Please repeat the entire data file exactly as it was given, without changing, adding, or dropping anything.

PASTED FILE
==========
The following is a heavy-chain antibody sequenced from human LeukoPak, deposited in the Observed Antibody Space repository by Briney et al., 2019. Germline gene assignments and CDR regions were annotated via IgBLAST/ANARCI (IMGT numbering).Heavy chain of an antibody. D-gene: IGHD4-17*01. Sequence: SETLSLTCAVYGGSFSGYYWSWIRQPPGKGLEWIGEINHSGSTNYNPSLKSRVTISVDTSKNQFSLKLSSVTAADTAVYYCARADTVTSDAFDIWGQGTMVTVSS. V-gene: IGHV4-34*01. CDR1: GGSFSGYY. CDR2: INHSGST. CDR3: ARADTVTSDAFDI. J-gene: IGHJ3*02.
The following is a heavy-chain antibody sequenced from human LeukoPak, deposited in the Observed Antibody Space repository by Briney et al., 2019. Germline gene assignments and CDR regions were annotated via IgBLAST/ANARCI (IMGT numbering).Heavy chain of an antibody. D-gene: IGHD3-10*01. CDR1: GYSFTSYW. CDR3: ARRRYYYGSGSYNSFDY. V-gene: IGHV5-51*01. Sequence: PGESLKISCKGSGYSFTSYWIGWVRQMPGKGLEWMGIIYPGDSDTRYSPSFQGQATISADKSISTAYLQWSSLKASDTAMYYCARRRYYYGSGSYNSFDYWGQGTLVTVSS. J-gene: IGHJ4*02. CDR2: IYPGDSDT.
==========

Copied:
The following is a heavy-chain antibody sequenced from human LeukoPak, deposited in the Observed Antibody Space repository by Briney et al., 2019. Germline gene assignments and CDR regions were annotated via IgBLAST/ANARCI (IMGT numbering).Heavy chain of an antibody. D-gene: IGHD4-17*01. Sequence: SETLSLTCAVYGGSFSGYYWSWIRQPPGKGLEWIGEINHSGSTNYNPSLKSRVTISVDTSKNQFSLKLSSVTAADTAVYYCARADTVTSDAFDIWGQGTMVTVSS. V-gene: IGHV4-34*01. CDR1: GGSFSGYY. CDR2: INHSGST. CDR3: ARADTVTSDAFDI. J-gene: IGHJ3*02.
The following is a heavy-chain antibody sequenced from human LeukoPak, deposited in the Observed Antibody Space repository by Briney et al., 2019. Germline gene assignments and CDR regions were annotated via IgBLAST/ANARCI (IMGT numbering).Heavy chain of an antibody. D-gene: IGHD3-10*01. CDR1: GYSFTSYW. CDR3: ARRRYYYGSGSYNSFDY. V-gene: IGHV5-51*01. Sequence: PGESLKISCKGSGYSFTSYWIGWVRQMPGKGLEWMGIIYPGDSDTRYSPSFQGQATISADKSISTAYLQWSSLKASDTAMYYCARRRYYYGSGSYNSFDYWGQGTLVTVSS. J-gene: IGHJ4*02. CDR2: IYPGDSDT.